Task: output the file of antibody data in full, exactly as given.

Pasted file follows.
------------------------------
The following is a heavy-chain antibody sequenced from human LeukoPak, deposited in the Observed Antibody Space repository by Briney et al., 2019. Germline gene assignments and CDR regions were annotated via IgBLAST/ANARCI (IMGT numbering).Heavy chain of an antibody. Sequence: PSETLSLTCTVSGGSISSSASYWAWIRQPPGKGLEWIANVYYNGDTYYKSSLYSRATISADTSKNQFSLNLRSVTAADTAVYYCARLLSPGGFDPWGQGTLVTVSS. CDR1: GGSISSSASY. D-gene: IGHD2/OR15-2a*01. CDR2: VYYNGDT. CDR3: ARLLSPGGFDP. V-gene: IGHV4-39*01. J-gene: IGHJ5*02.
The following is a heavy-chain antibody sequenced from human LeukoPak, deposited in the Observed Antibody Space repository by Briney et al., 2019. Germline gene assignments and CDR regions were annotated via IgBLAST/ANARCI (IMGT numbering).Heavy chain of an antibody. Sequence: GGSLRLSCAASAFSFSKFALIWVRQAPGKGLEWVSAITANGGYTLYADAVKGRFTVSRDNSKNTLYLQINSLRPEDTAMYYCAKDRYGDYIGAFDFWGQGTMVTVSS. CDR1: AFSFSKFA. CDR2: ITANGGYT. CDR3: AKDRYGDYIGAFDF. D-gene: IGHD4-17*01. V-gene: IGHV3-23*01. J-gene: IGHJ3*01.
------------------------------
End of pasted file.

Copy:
The following is a heavy-chain antibody sequenced from human LeukoPak, deposited in the Observed Antibody Space repository by Briney et al., 2019. Germline gene assignments and CDR regions were annotated via IgBLAST/ANARCI (IMGT numbering).Heavy chain of an antibody. Sequence: PSETLSLTCTVSGGSISSSASYWAWIRQPPGKGLEWIANVYYNGDTYYKSSLYSRATISADTSKNQFSLNLRSVTAADTAVYYCARLLSPGGFDPWGQGTLVTVSS. CDR1: GGSISSSASY. D-gene: IGHD2/OR15-2a*01. CDR2: VYYNGDT. CDR3: ARLLSPGGFDP. V-gene: IGHV4-39*01. J-gene: IGHJ5*02.
The following is a heavy-chain antibody sequenced from human LeukoPak, deposited in the Observed Antibody Space repository by Briney et al., 2019. Germline gene assignments and CDR regions were annotated via IgBLAST/ANARCI (IMGT numbering).Heavy chain of an antibody. Sequence: GGSLRLSCAASAFSFSKFALIWVRQAPGKGLEWVSAITANGGYTLYADAVKGRFTVSRDNSKNTLYLQINSLRPEDTAMYYCAKDRYGDYIGAFDFWGQGTMVTVSS. CDR1: AFSFSKFA. CDR2: ITANGGYT. CDR3: AKDRYGDYIGAFDF. D-gene: IGHD4-17*01. V-gene: IGHV3-23*01. J-gene: IGHJ3*01.